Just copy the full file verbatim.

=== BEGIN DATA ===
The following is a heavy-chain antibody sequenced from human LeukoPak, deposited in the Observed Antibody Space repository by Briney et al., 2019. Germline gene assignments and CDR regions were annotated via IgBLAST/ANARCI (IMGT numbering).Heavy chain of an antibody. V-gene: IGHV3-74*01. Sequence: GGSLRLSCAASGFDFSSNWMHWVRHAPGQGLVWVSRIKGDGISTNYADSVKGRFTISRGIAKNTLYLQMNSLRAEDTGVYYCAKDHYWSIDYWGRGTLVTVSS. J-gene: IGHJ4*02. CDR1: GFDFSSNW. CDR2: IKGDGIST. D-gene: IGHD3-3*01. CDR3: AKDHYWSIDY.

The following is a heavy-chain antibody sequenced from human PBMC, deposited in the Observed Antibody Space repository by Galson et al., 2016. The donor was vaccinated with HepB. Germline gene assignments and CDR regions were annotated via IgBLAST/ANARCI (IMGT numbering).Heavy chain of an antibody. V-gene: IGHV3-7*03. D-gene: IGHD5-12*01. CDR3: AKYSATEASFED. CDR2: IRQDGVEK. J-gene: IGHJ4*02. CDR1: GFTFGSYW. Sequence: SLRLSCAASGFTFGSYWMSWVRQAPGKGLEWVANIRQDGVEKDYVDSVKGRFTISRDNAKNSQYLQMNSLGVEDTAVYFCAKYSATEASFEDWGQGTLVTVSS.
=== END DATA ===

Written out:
The following is a heavy-chain antibody sequenced from human LeukoPak, deposited in the Observed Antibody Space repository by Briney et al., 2019. Germline gene assignments and CDR regions were annotated via IgBLAST/ANARCI (IMGT numbering).Heavy chain of an antibody. V-gene: IGHV3-74*01. Sequence: GGSLRLSCAASGFDFSSNWMHWVRHAPGQGLVWVSRIKGDGISTNYADSVKGRFTISRGIAKNTLYLQMNSLRAEDTGVYYCAKDHYWSIDYWGRGTLVTVSS. J-gene: IGHJ4*02. CDR1: GFDFSSNW. CDR2: IKGDGIST. D-gene: IGHD3-3*01. CDR3: AKDHYWSIDY.

The following is a heavy-chain antibody sequenced from human PBMC, deposited in the Observed Antibody Space repository by Galson et al., 2016. The donor was vaccinated with HepB. Germline gene assignments and CDR regions were annotated via IgBLAST/ANARCI (IMGT numbering).Heavy chain of an antibody. V-gene: IGHV3-7*03. D-gene: IGHD5-12*01. CDR3: AKYSATEASFED. CDR2: IRQDGVEK. J-gene: IGHJ4*02. CDR1: GFTFGSYW. Sequence: SLRLSCAASGFTFGSYWMSWVRQAPGKGLEWVANIRQDGVEKDYVDSVKGRFTISRDNAKNSQYLQMNSLGVEDTAVYFCAKYSATEASFEDWGQGTLVTVSS.